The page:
United States." Another section of the act grants the president veto power
over individual inspectors, with that judgment not "reviewable in any
Clinton may be on shaky legal ground himself in enforcing U.S. terms on
Iraq. The U.N. has not specifically authorized any of its members to use
force in this case. One reporter picked up on that point at a Feb. 6 joint
news conference by Clinton and Prime Minister Tony Blair. "What gives
Britain and the United States the right to go it alone on this?" the
reporter asked. There was no response.
At press time, a new round of bombing against Iraq remained a possibility,
despite progress in U.N. negotiations. U.S. warships and planes remained on
alert in the Persian Gulf -- and the long-term chances for a U.S. strike
against Iraq were still strong.
But there might be one hope for the Iraqi people. The Washington Post
reported that Defense Secretary William Cohen has indicated that "U.S.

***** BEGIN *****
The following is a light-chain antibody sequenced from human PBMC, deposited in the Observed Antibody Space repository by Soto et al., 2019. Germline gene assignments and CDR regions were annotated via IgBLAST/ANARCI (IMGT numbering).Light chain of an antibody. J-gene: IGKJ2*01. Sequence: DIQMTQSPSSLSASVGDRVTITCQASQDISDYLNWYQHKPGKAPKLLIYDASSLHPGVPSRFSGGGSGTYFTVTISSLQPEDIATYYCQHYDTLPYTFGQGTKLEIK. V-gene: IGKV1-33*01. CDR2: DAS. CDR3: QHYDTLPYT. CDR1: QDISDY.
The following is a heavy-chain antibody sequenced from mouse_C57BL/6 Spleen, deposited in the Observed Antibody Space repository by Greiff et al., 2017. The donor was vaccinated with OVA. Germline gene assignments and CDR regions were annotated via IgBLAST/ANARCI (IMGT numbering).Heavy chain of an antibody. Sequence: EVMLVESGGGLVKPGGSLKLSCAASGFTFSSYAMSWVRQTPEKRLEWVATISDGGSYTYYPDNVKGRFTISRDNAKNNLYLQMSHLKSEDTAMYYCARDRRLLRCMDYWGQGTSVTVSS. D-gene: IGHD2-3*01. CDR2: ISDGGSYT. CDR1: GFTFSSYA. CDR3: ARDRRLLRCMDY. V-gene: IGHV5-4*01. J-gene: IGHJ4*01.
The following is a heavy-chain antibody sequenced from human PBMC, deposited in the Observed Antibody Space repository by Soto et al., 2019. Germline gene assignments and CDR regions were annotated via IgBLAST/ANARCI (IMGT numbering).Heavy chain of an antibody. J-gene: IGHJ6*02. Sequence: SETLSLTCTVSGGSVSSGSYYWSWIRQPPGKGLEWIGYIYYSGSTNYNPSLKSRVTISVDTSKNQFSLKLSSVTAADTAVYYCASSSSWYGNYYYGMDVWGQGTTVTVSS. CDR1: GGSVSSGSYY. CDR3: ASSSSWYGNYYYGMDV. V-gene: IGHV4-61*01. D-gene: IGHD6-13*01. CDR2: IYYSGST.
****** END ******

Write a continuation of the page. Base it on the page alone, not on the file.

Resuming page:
officials remain wary of doing so much military damage to Iraq as to weaken
its regional role as a counterweight to Iran." [Feb. 1, 1998]
So perhaps, in the not too distant future, when Iran begins to flex its
muscles, Washington might see the Iraqis less as a cause of "instability"
than a bulwark against "instability." Amid the constantly shifting sands
of Middle East politics -- and American geo-political interests in the
region's oil reserves -- it might not do to have Iraq completely
pulverized. Next time, Iraq might be needed to help dish out some good ol'
American "diplomacy" to Iran. ~
(c) Copyright 1998